Tuesday, July 28, 2009

Worship Aids

...from the local paper. Here's a story about a company that makes worship films to assist people in worship services. It's funny and sad what is the impetus for the making of these films: alter way of communication to make Jesus more relevant and to present Gospel in a more visual way. Heck, people, the Catholic Church has been doing this for 2,000 years.....it's called The Mass.
Firm's items broaden events' appeal

Jesse and Pete Lewis don’t want to water down the gospel.

As co-owners of WorshipFilms in Rocky Mount, the brothers have spent the past six years helping churches share the message of Jesus Christ.

In an increasingly technology-driven and visual world, many churches have realized they need to alter the way they communicate with their congregations to stay relevant, Jesse Lewis said. WorshipFilms helps by providing video products they can use to enhance worship services.

“At one time, the majority of people learned more by the written word than anything else, but most people alive right now learn through visual images. ... People are used to learning, receiving and processing most of the things they take in that way. As a church, we have to look at that and say, ‘How do we need to change the way we are communicating with people so that we can effectively reach them?’” Jesse Lewis said.

WorshipFilms’ products include video sermon illustrators and background loops, Pete Lewis said. Serious or funny videos can be used to emphasize the theme a sermon explores. Background video loops and images, which appear behind song lyrics or announcements, are meant to inspire worship. The company also creates 5-minute countdowns, which can be used to warn people service is about to start.

“You take that song ‘God of Wonders.’ You have the option of having a black background, or you could have images of galaxies and the world up there instead. It adds a lot to the songs instead of just a plain static image,” Pete Lewis said.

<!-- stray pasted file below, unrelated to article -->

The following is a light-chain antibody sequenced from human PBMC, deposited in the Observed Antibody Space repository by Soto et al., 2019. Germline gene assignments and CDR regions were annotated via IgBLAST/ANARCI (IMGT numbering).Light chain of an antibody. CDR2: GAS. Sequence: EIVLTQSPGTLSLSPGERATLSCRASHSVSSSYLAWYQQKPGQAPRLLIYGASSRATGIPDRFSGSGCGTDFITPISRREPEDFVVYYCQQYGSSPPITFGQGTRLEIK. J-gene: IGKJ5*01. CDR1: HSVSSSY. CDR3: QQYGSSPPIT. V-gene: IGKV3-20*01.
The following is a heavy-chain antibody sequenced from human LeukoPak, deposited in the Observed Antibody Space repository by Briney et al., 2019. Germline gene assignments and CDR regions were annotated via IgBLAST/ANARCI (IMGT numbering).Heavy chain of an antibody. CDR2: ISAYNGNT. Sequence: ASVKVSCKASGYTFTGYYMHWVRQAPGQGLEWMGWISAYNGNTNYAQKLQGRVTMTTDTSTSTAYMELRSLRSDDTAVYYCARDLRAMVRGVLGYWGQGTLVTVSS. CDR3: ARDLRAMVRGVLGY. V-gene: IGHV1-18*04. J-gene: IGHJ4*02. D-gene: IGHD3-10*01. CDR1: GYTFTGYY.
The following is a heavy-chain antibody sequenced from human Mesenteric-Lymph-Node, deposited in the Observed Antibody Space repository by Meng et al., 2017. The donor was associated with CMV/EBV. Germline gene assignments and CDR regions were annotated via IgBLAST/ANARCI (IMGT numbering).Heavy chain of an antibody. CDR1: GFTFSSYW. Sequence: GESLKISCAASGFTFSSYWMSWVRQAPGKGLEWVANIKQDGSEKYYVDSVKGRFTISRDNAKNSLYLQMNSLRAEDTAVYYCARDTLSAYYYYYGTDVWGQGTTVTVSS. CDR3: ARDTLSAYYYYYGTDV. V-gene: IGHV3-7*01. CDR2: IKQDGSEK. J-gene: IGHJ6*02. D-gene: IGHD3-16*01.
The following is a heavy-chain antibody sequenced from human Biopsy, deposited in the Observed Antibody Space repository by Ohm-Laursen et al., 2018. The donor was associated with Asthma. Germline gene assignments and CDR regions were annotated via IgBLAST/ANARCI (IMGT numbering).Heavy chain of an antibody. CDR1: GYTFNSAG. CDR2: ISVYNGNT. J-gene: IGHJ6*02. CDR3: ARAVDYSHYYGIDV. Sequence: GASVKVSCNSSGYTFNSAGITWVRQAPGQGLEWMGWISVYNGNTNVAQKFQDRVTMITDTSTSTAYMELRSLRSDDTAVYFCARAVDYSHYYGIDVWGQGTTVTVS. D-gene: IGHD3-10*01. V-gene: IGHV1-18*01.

Some people call such products distracting, but that only is true when they are used ineffectively, Jesse Lewis said. The videos and images are not there for entertainment. They can evoke certain emotions that enhance worship and help people focus on the message or a song.

“We could talk about tradition versus contemporary stuff, but the bottom line is: How is each individual church most effectively going to communicate with the people that are sitting in their pews on that particular Sunday? If video can help do that, then we need to use it. If it is going to be a hindrance, then we don’t,” Jesse Lewis said.
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This goes to the heart of worship. Man has an irrepressible need to worship God in a way that elevates and transcends this physical existence. That is the brilliance of liturgy, the rites and prayers so carefully prescribed that don't just "evoke" memories and feelings. The need for man to participate in sacrifice and Sacrifice is all woven together in one whole. The closer we approach popular culture in our liturgy, the less relevant is Christ made, as worship is giving God his proper due. Evoking feelings is transitory.

I find it interesting that some of the local Baptist churches in the area have started following liturgical calendars. One of them contacted our church office this past Ash Wednesday asking if we had any extra ashes.

One other thing that struck me in this piece is the idea that Christian learned primarily through the written word in the past. I suppose the gentleman had never visited a Gothic cathedral, or seen icons. Ah, icons...windows to the Divine.

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